This Saturday I was in blisteringly hot Derby for the achingly cool EdgeLit 2. Above you can see a photo of me trying to look like I know what I’m talking about on the “Where Next for Fantasy Fiction?” panel (mainly that involved nodding at everything Adrian Tchaikovsky said). With thanks to Annie Catling for kind use of the photo!
It was a strange and slightly nerve-wracking day for me. I’ve been involved in talks on a smaller scale before – I sat in on a podcast/interview on steampunk at Alt.Fiction – but I’ve not really participated properly in a panel, particularly not one where you’re actually sitting on a little stage and have to hold a microphone and such. I did have a sense, sitting next to Adrian Tchaikovsky, Anne Lyle, Gav Thorpe and Freda Warrington – all writers with a number of books under their belts and well-deserved respect within the community – that I might be slightly out of my depth. I’m a debut author who hasn’t even debuted yet, after all. But I muddled through, largely thanks to my lovely panel colleagues who were very supportive and kind, and I managed to drop in a reference to Mass Effect*, so job done.
In the afternoon I had another panel, this time “How has the Internet Changed Writing?” with a trio of excellent chaps: Adam Christopher, Emma Newman and Andrew Hook. This time I felt a little more at ease, as I know Adam and Emma of old, of course, and Andrew, it turned out, had done a fabulous job of planning the panel so the whole thing had quite a natural structure. And let’s face it, I can talk about the internet all day with hardly any prompting at all.
Once I’d sweated my way through the panels I could relax a bit and have a few icy ciders. EdgeLit, like AltFiction, is a cosy convention with a relaxed and friendly atmosphere, and as ever it was marvellous simply to hang around the bar and café area, bumping into people and catching up. I went to Mike Carey’s reading, which turned out to be a little slice of awesome, and then spoke to him afterwards about Studio Ghibli films, of all things. I had dinner with Adam Christopher and the fabulous Lou Morgan, where we discussed our favourite serial killers and the disturbing fact that Adam has never eaten a Percy Pig. We skirted around the giant beer festival that was happening in the middle of the square, and admired the CAMRA members’ amusing balloon hats. I ate one of Andrew Reid’s legendary peanut butter cookies, and had too much wine, and met so many twitter friends I completely lost track, but it was fabulous to finally put face to twitter handles. Other random highlights included: talking Gaie Sebold, who was very funny; catching up with Del Lakin-Smith and laughing hysterically about something I can’t even remember now; Kim Lakin-Smith‘s amazing emergency shoes.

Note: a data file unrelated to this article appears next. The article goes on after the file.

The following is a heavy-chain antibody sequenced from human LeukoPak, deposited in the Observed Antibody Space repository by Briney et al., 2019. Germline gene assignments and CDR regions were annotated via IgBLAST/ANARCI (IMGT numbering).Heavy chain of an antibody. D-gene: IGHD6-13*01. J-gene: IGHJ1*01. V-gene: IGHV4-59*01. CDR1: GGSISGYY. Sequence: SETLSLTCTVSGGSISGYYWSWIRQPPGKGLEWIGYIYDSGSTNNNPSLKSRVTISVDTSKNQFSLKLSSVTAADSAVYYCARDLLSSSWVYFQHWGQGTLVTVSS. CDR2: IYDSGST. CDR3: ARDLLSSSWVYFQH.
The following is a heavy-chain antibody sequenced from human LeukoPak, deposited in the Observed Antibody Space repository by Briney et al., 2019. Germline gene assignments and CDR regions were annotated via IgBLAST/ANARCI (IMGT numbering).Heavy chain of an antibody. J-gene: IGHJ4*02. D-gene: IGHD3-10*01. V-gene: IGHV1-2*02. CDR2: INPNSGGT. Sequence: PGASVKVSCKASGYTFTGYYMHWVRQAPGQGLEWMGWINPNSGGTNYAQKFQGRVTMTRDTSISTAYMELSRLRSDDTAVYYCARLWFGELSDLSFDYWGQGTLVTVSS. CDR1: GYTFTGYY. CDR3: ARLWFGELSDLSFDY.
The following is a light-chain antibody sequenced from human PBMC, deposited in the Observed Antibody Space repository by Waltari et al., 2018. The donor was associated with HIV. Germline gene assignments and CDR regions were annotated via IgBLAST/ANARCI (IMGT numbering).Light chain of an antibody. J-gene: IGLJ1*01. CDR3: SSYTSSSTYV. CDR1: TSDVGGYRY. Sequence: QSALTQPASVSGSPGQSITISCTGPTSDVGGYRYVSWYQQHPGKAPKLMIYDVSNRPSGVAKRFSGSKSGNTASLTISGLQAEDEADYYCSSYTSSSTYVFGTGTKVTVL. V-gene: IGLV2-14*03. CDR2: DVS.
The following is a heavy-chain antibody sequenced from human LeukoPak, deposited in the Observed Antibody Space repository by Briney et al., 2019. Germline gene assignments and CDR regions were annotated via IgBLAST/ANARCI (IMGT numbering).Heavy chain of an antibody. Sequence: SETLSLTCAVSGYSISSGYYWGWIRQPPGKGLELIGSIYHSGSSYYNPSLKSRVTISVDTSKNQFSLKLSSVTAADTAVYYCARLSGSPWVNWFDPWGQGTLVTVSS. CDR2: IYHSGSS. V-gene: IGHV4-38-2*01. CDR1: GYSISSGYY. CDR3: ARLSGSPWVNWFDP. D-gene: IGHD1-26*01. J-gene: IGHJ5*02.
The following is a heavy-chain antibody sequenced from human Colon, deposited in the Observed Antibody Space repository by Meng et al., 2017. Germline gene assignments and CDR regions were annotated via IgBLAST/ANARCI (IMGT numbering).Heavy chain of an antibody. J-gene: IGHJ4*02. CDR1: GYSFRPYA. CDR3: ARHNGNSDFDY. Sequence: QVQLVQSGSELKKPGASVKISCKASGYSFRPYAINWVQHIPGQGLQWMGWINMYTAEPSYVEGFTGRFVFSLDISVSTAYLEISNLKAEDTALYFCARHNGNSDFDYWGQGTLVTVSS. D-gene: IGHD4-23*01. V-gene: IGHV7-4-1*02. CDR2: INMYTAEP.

So I was nervous about everything, but as ever with this sort of thing it was all a lot less scary than I thought it would be, and the cheerfully welcoming atmosphere of EdgeLit meant I had a totally excellent day. AND the late night music in the bar played the theme tune from Cowboy Bebop, only the best theme tune of all time. I actually bopped around in excitement.
* “Mass Effect rules, AMIRITE?” More or less. And someone in the audience wooped. Whoever you were, I salute you.